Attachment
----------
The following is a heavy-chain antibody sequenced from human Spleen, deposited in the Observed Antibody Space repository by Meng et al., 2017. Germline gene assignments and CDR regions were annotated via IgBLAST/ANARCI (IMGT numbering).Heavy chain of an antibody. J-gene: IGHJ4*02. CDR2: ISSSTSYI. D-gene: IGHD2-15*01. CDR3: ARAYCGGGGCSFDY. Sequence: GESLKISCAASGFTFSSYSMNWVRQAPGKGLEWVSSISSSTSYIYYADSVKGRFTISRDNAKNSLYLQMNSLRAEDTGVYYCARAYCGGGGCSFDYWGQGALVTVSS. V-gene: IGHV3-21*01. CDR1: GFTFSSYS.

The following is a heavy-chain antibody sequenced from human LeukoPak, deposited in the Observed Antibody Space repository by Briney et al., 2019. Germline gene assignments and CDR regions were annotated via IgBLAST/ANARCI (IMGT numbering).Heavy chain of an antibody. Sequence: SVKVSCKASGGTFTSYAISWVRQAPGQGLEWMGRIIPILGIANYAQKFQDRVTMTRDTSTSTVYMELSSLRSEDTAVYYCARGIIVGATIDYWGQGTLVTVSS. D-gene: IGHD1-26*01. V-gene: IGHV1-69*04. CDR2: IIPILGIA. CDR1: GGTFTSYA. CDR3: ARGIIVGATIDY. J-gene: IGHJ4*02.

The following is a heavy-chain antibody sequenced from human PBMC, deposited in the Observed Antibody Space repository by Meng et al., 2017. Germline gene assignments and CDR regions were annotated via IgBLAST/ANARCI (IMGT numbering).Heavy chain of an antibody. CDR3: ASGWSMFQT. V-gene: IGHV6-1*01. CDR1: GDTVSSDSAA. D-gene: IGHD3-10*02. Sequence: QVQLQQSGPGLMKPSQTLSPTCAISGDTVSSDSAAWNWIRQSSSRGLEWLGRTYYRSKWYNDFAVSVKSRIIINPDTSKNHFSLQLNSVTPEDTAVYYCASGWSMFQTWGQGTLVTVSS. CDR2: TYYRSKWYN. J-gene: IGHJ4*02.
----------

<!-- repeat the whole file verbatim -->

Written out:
The following is a heavy-chain antibody sequenced from human Spleen, deposited in the Observed Antibody Space repository by Meng et al., 2017. Germline gene assignments and CDR regions were annotated via IgBLAST/ANARCI (IMGT numbering).Heavy chain of an antibody. J-gene: IGHJ4*02. CDR2: ISSSTSYI. D-gene: IGHD2-15*01. CDR3: ARAYCGGGGCSFDY. Sequence: GESLKISCAASGFTFSSYSMNWVRQAPGKGLEWVSSISSSTSYIYYADSVKGRFTISRDNAKNSLYLQMNSLRAEDTGVYYCARAYCGGGGCSFDYWGQGALVTVSS. V-gene: IGHV3-21*01. CDR1: GFTFSSYS.

The following is a heavy-chain antibody sequenced from human LeukoPak, deposited in the Observed Antibody Space repository by Briney et al., 2019. Germline gene assignments and CDR regions were annotated via IgBLAST/ANARCI (IMGT numbering).Heavy chain of an antibody. Sequence: SVKVSCKASGGTFTSYAISWVRQAPGQGLEWMGRIIPILGIANYAQKFQDRVTMTRDTSTSTVYMELSSLRSEDTAVYYCARGIIVGATIDYWGQGTLVTVSS. D-gene: IGHD1-26*01. V-gene: IGHV1-69*04. CDR2: IIPILGIA. CDR1: GGTFTSYA. CDR3: ARGIIVGATIDY. J-gene: IGHJ4*02.

The following is a heavy-chain antibody sequenced from human PBMC, deposited in the Observed Antibody Space repository by Meng et al., 2017. Germline gene assignments and CDR regions were annotated via IgBLAST/ANARCI (IMGT numbering).Heavy chain of an antibody. CDR3: ASGWSMFQT. V-gene: IGHV6-1*01. CDR1: GDTVSSDSAA. D-gene: IGHD3-10*02. Sequence: QVQLQQSGPGLMKPSQTLSPTCAISGDTVSSDSAAWNWIRQSSSRGLEWLGRTYYRSKWYNDFAVSVKSRIIINPDTSKNHFSLQLNSVTPEDTAVYYCASGWSMFQTWGQGTLVTVSS. CDR2: TYYRSKWYN. J-gene: IGHJ4*02.